Building muscle takes quite a bit of hard work and dedication to begin with, but for women, it can be even more difficult. First off, women don’t have nearly as much testosterone, a hormone that helps muscles grow, as men. They actually have 10 to 30 times less testosterone than men, so the stigma surrounding women being afraid to lift weights because they think they’ll get big is not at all true. We, as women, would need to take a lot of supplements that would most likely harm our bodies to get bulky like men do.
For us, lifting weights will simply tone your body and shape it into a more compact and defined version of itself. Though cardio is a quicker form of exercise and requires less equipment, it’s only good for fat burning. Lifting weights can also burn fat, but it will tone your body and overall, make it stronger and less susceptible to injury.
Women have a higher risk of acquiring osteoporosis, a bone disease caused by low bone density, than men do. Lifting helps prevent this disease because it gradually increases your bone density by up to 15 percent in six months. When muscles tissue is increased, your bones have to make room and accommodate for it, so they will increase their density. Overall, you’ll be improving your skeletal structure and lowering your risk for diseases like osteoporosis and others.
Research has shown that once you start weight lifting, your metabolism gets faster within 24 hours of a workout, causing your body to burn calories at a more rapid rate. The chemical reason for this is EPOC (Excess Post-Exercise Oxygen Consumption), meaning that when more oxygen is consumed, more fat cells are being broken down in our bodies.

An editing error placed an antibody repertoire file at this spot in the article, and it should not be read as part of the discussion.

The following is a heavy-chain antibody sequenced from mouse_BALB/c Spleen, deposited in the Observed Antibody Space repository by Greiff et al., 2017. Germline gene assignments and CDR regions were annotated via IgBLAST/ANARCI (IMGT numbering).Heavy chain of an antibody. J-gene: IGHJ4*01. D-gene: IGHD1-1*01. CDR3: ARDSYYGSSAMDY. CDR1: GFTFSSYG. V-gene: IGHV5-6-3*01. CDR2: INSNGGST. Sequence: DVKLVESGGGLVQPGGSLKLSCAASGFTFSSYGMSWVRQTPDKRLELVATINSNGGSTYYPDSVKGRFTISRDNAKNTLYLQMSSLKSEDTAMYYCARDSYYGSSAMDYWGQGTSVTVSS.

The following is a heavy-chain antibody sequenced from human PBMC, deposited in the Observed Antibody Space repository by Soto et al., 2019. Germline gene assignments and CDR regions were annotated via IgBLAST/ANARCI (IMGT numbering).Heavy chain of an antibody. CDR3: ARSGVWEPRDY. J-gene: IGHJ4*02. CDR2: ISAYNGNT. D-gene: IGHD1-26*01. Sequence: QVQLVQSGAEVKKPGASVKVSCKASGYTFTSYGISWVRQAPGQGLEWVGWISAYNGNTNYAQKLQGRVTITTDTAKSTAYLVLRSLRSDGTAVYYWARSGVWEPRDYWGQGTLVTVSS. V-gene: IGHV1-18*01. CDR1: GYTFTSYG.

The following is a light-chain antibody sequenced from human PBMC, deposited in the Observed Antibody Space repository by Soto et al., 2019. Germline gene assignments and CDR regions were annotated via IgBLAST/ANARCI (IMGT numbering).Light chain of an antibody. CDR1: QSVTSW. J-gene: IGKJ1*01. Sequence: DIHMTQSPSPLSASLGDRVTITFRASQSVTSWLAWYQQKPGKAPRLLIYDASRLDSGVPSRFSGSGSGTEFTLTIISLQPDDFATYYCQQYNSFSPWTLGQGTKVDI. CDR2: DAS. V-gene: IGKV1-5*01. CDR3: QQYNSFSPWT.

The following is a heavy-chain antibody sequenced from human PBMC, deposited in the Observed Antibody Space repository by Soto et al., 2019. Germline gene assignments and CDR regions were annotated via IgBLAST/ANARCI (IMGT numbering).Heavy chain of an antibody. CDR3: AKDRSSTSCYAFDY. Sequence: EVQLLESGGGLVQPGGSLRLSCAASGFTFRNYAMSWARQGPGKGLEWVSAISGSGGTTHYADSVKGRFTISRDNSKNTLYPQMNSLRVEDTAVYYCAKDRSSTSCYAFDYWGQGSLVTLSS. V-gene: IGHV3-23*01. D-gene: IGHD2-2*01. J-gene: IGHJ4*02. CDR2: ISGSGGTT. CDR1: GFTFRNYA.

A lot of women who start weight lifting often get spooked by the fact that their body weight goes up. Though the number is larger than it might have been before, it’s actually a good thing. This is normal and simply means that your body has replaced the fat with muscle, and muscle weighs more than fat. One study found that if a woman lifts two to three times a week for two months, she’ll gain around two pounds of muscle and lose 3.5 pounds of fat. She will also be burning 35-50 more calories per day due to the quickening of the metabolism.
Once your body starts getting used to weight lifting and undergoes these changes, you’ll most likely have more of an appetite. The classic saying “breakfast is the most important meal of the day” is actually extremely true. Eating breakfast will not only supply you with enough energy to lift, but also give you something to burn off during your workout. It’s healthiest to eat about every 3 hours and make sure to include protein with every meal.
I personally find that making a protein shake or eating a protein bar is a fast and easy “college hack” way to get more protein in my diet. When it comes to protein powder, not every kind is exactly good for you, so you want to make sure it meets certain criteria. Making sure it’s low in sugar but also tastes good can be somewhat challenging. The same goes for protein bars. Clif bars, for example, might not be as good for us as we think. Some flavors contain more calories than a Snickers bar and are actually pretty high in sugar. Ideally, when looking for a meal replacement bar, you’ll want to look for one that contains around five grams of protein and three grams of fiber, so that you’re satisfied for longer. But as proven with Clif bars and even KIND bars, sugar is the number one source of evil you’ll have to watch out for.
Tessa Pawlik is a campus correspondent for The Daily Campus. She can be reached via email at firstname.lastname@example.org.